What’s your “multiples” month? The month that’s crammed with holidays, birthdays, weddings, anniversaries and other special events?
For us, it’s May.
May includes numerous birthdays, holidays, and special events. Like Memorial Day. Armed Forces Day. Mother’s Day. Our anniversary is also in early May.
Snuggle Bunny and I typically celebrate our May wedding anniversary with a hiking trip to Mount Rainier National Park. There’s just one catch: Mount Rainier is one of the snowiest places on earth. All our favorite hikes are buried under tons of snow.
So this year we decided to celebrate some place different. Where we wouldn’t have to contend with trails under truckloads of snow. Like the coast. Whatcom County, to be exact. “Crew HQ” for the week was in Bellingham, the county seat and largest city in Whatcom.
You can read more about that in Whirling Thru Whatcom: Washington’s Captivating Coastal Community.
But Mother’s Day is special, huh? Especially when someone says “hike,” “Mount Rainier” and “Mother’s Day” in the same sentence! Game on!
A family favorite since 1964, Mount Rainier is our go-to outdoor spot for… just about anything. It’s about a three-hour drive, one-way. But when you can hike the world’s most magnificent mountain on an 80-degree May day and the roads are open a week sooner than anticipated due to an unusually warm week, well, Mountain, here we come!
So we roamed around Longmire’s historic district. Strolled across the Nisqually River Bridge and wandered the back roads of Longmire near Eagle Peak trailhead.
Picnicked at Narada Falls, running fast and hard during the spring thaw.
Then we zipped up to Paradise to suck in conifer-crisped air and some of the most glorious mountain scenery this side of forever. (Paradise is on record as one of the snowiest places on earth. It held a world record for most snowfall in a single season in 1971-72, with 1,222 inches in one year. That’s over 93 feet!)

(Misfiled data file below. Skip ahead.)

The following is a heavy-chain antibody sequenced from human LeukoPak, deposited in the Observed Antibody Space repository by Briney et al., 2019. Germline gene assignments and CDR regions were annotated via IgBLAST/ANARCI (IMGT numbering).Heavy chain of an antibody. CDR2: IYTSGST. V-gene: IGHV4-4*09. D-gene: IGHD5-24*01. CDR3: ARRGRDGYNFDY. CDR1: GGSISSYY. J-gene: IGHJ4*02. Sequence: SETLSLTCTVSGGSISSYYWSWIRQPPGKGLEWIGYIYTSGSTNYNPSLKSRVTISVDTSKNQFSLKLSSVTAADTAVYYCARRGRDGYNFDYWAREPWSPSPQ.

We expected half the population of the western hemisphere to show up at the Mountain on this warm, clear, sparkling blue Sunday. And it did. Until late afternoon or so. Then the crowds cleared out and we almost had the place to ourselves.
We capped the day off with dinner at National Park Inn in Longmire, about 20 minutes north of the park’s Nisqually gate. We’ve visited the Inn’s Mother’s Day brunch in years past. Barron of beef. Citrus grilled salmon. Blackberry mountain salad with pears and raspberry viniagrette. Fresh broiled asparagus. New white potatoes and risotto with wild mushrooms.
This year’s Mother’s Day buffet was advertised as running from noon to 6:00 p.m. Anticipating large crowds as in previous years, we made reservations for 5:00 p.m. When we arrived at the Inn, there were just two other tables in use. Moms got complimentary white and red roses, which I brought home and put into water.
On the plus side, we enjoyed an uncrowded, quiet dining room. But the meal itself was a major disappointment. The roast beef and salmon were cold. So were the vegetables. I don’t know how long the food had been sitting out on the buffet table, but it was obviously too long. And not exactly appetizing. Especially when you’re shelling out $30 a plate.
Although friendly and efficient, the dining room staff seemed in a hurry to clock out. They tore down the buffet table a half hour early. Maybe they figured that since ours was apparently the last reservation of the day, they’d just serve up whatever dregs were available and call it good.
We’ve dined at National Park Inn several times over the last 15 years or so. This was the first time the food was markedly sub-standard. We’ve had better meals at Denny’s – for a lot less.
Anyway, we enjoyed a lovely post-dinner stroll around the Trail of the Shadows just across the street from the Inn. An easy walk of less than a mile, the Shadows loop is one of the easiest trail in the park.
Crowds dissipated. Bull frogs tuned up for a night time chorus. Purpled in shadow, Longmire Meadow stretched and yawned as the Mountain jacketed into a thin fleece of cloud, donned a golden tiara and bedded down for the night. A chilly wind raced off her shoulders, blue and bracing.
We headed home as night fell, grateful for the multiple blessings of Mother’s Day and May at my Mountain! Can’t wait to go back!